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AncNar Report Summary

Project ID: 312321
Funded under: FP7-IDEAS-ERC
Country: Germany

Mid-Term Report Summary - ANCNAR (Experience and Teleology in Ancient Narrative)

The ERC project ‘Experience and Teleology in Ancient Narrative’ (AncNar) establishes an approach that brings together the theoretical apparatus of structuralist narratology with a phenomenological understanding of time. It links the narratological category of time to time as a central medium of human life. The narrative reconfiguration of time is conceptualized as a mode of coming to terms with the vagaries of time experienced in the everyday world. Besides yielding a new perspective on ancient literature, this approach contributes to the newly awakened interest in aesthetic experience and helps correct an imbalance in current narrative theory. It thus engages ancient material in a dialogue with modern theory in which Classics for once may not find itself only at the receiving end.

As advanced programmatically in Jonas Grethlein’s monograph, Experience and Teleology in Ancient Historiography (Cambridge UP 2013), the technical analysis of narrative established by Genette and other structuralists can help us better understand the anthropological function of narration. Being a sequential form of representation, narrative permits readers to have a (re)experience, while also distancing them from this experience, not least through the teleological design inherent in the narrator’s retrospect. In immersing the reader in the flux of time and simultaneously extricating her from it, narrative furnishes an opportunity to come to grips with the ineluctable dynamics of time. A structuralist analysis of the orchestration of narrative time can thus show how narrative serves as a means of engaging with time as experienced in life.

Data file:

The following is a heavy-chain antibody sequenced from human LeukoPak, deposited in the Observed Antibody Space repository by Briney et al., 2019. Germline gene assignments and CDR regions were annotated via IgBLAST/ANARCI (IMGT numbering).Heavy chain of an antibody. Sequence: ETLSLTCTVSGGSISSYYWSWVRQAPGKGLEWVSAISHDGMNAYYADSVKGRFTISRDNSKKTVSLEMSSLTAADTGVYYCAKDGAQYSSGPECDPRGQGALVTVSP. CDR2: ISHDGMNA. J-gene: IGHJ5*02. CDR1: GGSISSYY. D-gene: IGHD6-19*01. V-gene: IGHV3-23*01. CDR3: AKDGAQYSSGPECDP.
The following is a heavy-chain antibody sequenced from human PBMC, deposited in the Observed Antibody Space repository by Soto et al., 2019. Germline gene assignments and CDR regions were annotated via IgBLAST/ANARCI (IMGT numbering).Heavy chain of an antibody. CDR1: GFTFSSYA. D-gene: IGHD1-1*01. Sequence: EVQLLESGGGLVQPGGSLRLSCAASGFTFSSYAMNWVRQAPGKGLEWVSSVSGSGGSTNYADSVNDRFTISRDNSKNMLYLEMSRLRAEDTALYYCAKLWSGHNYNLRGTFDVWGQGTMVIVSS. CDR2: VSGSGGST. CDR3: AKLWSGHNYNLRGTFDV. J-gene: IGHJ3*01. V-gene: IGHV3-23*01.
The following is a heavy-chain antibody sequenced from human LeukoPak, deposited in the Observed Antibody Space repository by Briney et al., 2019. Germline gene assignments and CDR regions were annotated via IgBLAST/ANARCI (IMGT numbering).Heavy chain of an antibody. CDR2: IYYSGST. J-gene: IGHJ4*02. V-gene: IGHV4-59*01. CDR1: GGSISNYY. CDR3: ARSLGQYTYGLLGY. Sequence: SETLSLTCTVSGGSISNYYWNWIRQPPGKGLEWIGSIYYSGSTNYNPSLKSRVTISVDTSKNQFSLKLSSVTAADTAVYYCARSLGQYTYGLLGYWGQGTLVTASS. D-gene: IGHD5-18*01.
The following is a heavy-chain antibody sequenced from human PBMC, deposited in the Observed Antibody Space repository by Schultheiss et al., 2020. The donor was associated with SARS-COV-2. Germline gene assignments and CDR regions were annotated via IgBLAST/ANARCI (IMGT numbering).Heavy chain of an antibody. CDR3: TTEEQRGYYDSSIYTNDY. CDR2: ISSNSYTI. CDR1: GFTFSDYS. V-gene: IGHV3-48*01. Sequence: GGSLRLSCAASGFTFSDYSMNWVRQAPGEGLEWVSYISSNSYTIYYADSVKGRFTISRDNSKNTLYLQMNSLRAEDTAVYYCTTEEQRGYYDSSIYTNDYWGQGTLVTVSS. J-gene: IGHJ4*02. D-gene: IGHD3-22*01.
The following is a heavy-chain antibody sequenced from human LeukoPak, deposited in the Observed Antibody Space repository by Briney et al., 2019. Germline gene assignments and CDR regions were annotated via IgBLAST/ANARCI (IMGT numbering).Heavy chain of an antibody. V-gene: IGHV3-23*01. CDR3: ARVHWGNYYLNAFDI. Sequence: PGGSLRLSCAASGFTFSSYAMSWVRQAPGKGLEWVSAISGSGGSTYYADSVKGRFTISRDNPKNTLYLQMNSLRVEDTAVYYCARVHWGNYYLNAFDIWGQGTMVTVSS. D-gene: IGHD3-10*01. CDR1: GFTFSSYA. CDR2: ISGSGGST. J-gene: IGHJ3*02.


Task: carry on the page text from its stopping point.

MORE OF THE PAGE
The notion of aesthetic experience, neglected for a long time, has received more and more attention in recent years. However, the main advocates of aesthetic experience, such as Gumbrecht, take little notice of narrative, which they see as a mode of representation, not of presence. In fact, narrative can be highly immersive. Emphasizing the strong responses that storytelling can elicit from audiences, ancient narrative and criticism alert us to the experiential capacity of narrative, adding an important point to the current discussion in the field of aesthetics (Grethlein, New Literary History 46/2, 2015).

Ancient narrative also challenges the focus on mind-reading so popular in current narratology. The Theory of Mind may be crucial to the reading of modern consciousness novels, but it is not what entices the reader of ancient narrative. Like paralittérature, ancient narrative rather feeds on the reconfiguration of narrated in narrative time, which triggers suspense, curiosity and surprise. A theory of narrative and its appeal thus has to take into account plot as well as character. Encompassing time as well as character, experientiality is a concept better suited to capturing the dynamics of the reading process than such approaches as the Theory of Mind (Grethlein, Style 49/3, 2015; Narrative 23/2, 2015).

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